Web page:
Conceptions of Victimhood: Legal, Political, and Psychological Dimensions

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This dissertation focuses on conceptions of victimhood across legal, political, and psychological domains. Conceptions of victimhood, as they currently stand, delegitimize the claims of legitimate victims and impose undue burdens upon victims to respond in a socially correct way. My research can be divided into three subsections: 1) legal and political conceptions of victimhood and the delegitimization of legitimate claims to victim status, 2) societal burdens placed on victims unduly because of their victim status, and 3) psychological conceptions internal to victims that make self-identification of blamelessness and victim-status more difficult than current scholarship suggests.

I build an expanded definition of victimhood that recognizes victims of structural harms and a parallel conception of survivorhood that legitimizes the suffering of victims even if they are seen as complicit actors in the harm they suffer. After building up a more robust conception of who counts as a legitimate victim, I investigate the internal self-conception that victims construct in light of the societal conceptions that surround them. In particular, I show that many victims have psychological reactions to being harmed that are at odds with the social expectations for how a victim ought to feel and act in relation to themselves and their offenders. The trajectory of my project first deals with others’ conceptions of victims, then addresses the ethical obligations imposed on victims as a condition of their legitimacy, and finally examines the psychological reactions of victims and internalization folk legal and psychological conceptions.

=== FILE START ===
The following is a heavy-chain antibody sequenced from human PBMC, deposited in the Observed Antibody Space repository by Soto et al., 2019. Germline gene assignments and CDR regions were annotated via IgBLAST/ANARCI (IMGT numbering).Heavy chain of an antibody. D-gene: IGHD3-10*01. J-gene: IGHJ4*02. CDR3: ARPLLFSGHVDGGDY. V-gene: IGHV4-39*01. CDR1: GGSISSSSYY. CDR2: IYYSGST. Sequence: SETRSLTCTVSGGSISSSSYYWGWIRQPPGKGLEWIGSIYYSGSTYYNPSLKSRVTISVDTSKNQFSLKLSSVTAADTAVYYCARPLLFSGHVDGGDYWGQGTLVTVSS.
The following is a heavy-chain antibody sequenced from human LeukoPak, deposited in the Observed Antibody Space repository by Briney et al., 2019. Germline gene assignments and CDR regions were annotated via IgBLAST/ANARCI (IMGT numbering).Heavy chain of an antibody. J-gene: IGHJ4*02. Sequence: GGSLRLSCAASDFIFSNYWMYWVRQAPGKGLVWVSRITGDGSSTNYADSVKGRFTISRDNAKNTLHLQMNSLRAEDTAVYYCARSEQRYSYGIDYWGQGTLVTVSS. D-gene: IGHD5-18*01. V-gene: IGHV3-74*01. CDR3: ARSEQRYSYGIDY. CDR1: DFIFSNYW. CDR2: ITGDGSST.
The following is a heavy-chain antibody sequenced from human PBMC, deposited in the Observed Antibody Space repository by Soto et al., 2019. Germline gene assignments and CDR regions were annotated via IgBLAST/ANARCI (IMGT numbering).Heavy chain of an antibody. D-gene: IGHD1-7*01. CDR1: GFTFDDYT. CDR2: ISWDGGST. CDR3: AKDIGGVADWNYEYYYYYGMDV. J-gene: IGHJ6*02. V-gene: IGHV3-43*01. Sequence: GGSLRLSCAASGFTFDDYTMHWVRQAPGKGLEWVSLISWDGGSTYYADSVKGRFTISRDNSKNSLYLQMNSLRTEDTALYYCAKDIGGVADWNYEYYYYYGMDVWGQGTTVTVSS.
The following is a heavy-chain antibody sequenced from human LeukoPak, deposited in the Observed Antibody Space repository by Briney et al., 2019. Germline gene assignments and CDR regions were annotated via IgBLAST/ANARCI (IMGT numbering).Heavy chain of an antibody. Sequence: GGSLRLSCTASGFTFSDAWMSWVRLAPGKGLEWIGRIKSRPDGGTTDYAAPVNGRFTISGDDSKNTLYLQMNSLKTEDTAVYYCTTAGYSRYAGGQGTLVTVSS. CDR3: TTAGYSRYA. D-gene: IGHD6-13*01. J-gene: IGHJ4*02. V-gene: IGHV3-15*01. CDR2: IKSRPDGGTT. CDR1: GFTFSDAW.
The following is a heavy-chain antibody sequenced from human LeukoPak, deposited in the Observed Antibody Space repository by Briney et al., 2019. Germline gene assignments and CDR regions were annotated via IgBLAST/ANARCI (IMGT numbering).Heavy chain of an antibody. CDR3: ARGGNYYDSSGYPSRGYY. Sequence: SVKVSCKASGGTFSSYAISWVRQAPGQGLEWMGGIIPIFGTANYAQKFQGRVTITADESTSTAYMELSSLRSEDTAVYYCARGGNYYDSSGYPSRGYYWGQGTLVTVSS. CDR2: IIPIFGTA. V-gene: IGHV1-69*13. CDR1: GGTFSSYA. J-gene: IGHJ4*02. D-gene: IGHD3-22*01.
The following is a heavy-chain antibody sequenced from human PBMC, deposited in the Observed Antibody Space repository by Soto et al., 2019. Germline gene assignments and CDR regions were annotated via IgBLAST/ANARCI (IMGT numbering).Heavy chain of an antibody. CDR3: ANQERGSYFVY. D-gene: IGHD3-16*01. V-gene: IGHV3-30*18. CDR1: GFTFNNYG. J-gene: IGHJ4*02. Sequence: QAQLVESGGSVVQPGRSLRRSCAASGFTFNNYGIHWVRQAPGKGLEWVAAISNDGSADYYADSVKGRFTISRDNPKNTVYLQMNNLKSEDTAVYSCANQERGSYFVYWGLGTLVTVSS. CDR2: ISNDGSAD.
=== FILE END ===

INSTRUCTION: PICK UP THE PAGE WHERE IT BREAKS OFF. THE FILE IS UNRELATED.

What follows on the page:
Weese, Tara (2023). Conceptions of Victimhood: Legal, Political, and Psychological Dimensions. Dissertation, Duke University. Retrieved from


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